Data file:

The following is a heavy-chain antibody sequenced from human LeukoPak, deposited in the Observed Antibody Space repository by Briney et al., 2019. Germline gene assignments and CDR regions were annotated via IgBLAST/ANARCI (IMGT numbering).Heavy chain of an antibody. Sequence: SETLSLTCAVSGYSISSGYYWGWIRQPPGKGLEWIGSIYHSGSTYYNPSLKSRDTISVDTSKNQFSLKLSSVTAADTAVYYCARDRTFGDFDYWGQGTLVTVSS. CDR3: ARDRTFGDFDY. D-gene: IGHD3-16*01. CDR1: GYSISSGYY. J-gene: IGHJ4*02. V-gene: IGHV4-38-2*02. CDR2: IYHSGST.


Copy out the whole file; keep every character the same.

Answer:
The following is a heavy-chain antibody sequenced from human LeukoPak, deposited in the Observed Antibody Space repository by Briney et al., 2019. Germline gene assignments and CDR regions were annotated via IgBLAST/ANARCI (IMGT numbering).Heavy chain of an antibody. Sequence: SETLSLTCAVSGYSISSGYYWGWIRQPPGKGLEWIGSIYHSGSTYYNPSLKSRDTISVDTSKNQFSLKLSSVTAADTAVYYCARDRTFGDFDYWGQGTLVTVSS. CDR3: ARDRTFGDFDY. D-gene: IGHD3-16*01. CDR1: GYSISSGYY. J-gene: IGHJ4*02. V-gene: IGHV4-38-2*02. CDR2: IYHSGST.